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Paddlewheel steamboat returns to Alabama shores

Photos and story by Jim Winnerman

The American Queen is scheduled to dock in Decatur on Sept. 19 and Florence on Sept. 23.
The American Queen is scheduled to dock in Decatur on Sept. 19 and Florence on Sept. 23.

The first indication something is approaching is a low hiss and rumble that causes you to stop what you are doing and listen intently to see if it ceases. Instead, it slowly builds in volume, getting so loud the noise becomes an intense guttural shriek echoing across the countryside. Then the sound stops abruptly, only to repeat seconds later in several short bursts.

Even if you had never before heard it in person, something is vaguely familiar.  Then it registers. A steamboat is coming around the bend!

That distinct whistle of a paddlewheel riverboat, absent for four years from the Mississippi, Ohio and the Tennessee rivers, returned to Alabama shores in 2012 as the 418-foot American Queen stopped at the ports of Decatur and Florence.  The same stops are scheduled for this year in September.

Constructed in 1995 by the Delta Queen Steamboat Company, the American Queen spent several years cruising mid-American rivers before being dry-docked due to financial problems in 2008. Then the Great American Steamboat Company rescued, restored and returned her to America’s inland waterways in May 2012.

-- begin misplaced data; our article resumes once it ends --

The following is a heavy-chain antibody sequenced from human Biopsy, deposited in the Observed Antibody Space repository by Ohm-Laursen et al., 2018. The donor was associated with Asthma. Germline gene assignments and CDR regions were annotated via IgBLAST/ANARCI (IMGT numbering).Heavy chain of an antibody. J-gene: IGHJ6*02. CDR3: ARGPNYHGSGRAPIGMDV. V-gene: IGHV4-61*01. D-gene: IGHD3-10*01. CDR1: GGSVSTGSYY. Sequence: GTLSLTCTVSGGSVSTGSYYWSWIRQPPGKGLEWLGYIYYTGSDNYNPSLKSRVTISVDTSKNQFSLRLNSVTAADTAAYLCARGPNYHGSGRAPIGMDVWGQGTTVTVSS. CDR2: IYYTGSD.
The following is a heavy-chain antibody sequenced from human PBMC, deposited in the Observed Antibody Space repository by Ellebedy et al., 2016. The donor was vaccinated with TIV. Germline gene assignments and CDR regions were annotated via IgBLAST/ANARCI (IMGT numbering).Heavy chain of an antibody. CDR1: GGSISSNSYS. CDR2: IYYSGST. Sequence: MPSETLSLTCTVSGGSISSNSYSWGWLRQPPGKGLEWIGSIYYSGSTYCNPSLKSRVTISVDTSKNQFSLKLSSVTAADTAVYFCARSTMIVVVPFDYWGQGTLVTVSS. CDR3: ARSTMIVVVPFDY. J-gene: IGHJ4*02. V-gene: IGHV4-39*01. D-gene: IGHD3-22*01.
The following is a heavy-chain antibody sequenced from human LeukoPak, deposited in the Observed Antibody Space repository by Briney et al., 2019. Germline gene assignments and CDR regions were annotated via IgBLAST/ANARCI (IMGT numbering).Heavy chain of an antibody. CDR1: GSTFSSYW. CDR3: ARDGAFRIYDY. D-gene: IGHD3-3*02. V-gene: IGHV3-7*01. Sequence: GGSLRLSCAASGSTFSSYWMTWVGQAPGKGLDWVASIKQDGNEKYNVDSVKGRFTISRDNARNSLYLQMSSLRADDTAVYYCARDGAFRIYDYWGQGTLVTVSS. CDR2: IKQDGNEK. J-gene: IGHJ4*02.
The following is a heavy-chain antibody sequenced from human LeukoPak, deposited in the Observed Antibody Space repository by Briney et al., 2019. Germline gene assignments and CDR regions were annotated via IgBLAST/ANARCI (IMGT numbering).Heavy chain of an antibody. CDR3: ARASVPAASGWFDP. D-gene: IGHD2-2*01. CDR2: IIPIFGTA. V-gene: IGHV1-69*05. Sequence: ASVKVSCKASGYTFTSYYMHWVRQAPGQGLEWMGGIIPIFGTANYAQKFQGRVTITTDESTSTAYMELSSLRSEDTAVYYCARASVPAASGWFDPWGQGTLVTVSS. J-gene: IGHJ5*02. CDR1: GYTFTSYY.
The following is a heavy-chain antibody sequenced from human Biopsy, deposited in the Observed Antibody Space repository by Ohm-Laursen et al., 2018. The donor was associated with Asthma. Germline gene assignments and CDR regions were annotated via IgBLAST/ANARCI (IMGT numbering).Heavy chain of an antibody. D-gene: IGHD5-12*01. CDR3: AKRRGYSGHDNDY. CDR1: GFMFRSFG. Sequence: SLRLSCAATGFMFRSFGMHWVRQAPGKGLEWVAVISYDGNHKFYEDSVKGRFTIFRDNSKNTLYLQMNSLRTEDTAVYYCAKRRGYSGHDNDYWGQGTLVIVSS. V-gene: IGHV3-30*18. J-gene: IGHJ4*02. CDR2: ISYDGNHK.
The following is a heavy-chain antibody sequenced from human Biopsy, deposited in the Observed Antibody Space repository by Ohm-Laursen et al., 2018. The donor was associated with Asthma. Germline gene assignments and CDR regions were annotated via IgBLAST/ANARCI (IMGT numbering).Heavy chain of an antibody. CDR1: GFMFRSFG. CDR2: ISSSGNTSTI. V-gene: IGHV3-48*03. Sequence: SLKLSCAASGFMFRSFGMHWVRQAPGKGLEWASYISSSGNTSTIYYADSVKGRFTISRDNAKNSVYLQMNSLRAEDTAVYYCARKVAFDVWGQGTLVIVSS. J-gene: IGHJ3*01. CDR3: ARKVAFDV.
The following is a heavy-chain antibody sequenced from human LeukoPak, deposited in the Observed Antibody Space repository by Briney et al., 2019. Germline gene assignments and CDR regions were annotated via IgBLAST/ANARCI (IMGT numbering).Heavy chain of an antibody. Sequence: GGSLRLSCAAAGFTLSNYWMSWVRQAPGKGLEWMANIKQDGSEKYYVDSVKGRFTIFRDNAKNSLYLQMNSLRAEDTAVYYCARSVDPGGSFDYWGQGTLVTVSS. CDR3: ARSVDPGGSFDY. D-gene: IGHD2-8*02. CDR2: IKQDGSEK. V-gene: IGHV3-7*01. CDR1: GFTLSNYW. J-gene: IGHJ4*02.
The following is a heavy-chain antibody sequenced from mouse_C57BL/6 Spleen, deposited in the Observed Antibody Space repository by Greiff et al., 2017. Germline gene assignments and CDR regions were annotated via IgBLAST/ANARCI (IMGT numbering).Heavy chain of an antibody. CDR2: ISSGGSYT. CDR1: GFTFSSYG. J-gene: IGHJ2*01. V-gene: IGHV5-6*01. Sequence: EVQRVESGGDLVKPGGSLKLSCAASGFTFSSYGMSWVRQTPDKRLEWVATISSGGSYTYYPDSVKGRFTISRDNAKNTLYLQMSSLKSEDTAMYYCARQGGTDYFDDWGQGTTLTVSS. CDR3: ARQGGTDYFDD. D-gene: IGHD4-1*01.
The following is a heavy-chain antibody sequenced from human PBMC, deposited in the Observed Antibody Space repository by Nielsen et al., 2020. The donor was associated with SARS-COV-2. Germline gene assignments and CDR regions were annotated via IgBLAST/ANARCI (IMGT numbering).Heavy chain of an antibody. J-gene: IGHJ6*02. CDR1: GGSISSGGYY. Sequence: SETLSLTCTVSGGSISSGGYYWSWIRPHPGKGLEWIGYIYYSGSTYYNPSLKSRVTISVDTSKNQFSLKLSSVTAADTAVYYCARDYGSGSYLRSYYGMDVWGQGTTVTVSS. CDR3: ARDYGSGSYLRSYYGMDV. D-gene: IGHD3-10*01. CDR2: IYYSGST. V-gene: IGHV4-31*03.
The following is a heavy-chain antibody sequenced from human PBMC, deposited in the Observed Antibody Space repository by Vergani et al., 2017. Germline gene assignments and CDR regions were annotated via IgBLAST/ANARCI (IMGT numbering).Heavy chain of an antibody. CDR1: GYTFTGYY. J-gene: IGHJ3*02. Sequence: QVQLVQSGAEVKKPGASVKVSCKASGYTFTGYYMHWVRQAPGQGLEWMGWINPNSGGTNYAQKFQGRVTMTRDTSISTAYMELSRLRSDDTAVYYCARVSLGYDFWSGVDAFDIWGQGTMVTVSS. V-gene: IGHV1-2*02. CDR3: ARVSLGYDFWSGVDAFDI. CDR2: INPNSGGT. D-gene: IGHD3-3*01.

Today the American Queen accommodates 436 passengers, stretches 418 feet, carries a crew of 170, and stops at 34 different ports along the Mississippi, Ohio and Tennessee rivers.

The grand staircase of the American Queen
The grand staircase of the American Queen

 

Decatur Mayor Dan Kyle says his city has a long river history. “We feel like the Queen is part of our heritage when she returns,” he says. “People come out and have picnic lunches and just spend the day admiring the boat from shore. A lot of families bring their children, but there are a lot of kids out there with gray hair, too.”

From Rhodes Ferry Park in Decatur where the Queen lands (steamboats “land” instead of dock,) she appears as a floating Alabama plantation home festooned with porches framed by an abundance of gingerbread trim. There are even porch swings on an outside deck amidst an ocean of white wooden rocking chairs in an area named “the Front Porch of America.”

Although the boat is a sight to be admired from shore, passengers are anxious to explore each port. Following the boat on land are tour buses nicknamed “steam coaches” that shuttle the tourists around the towns wherever the boat stops.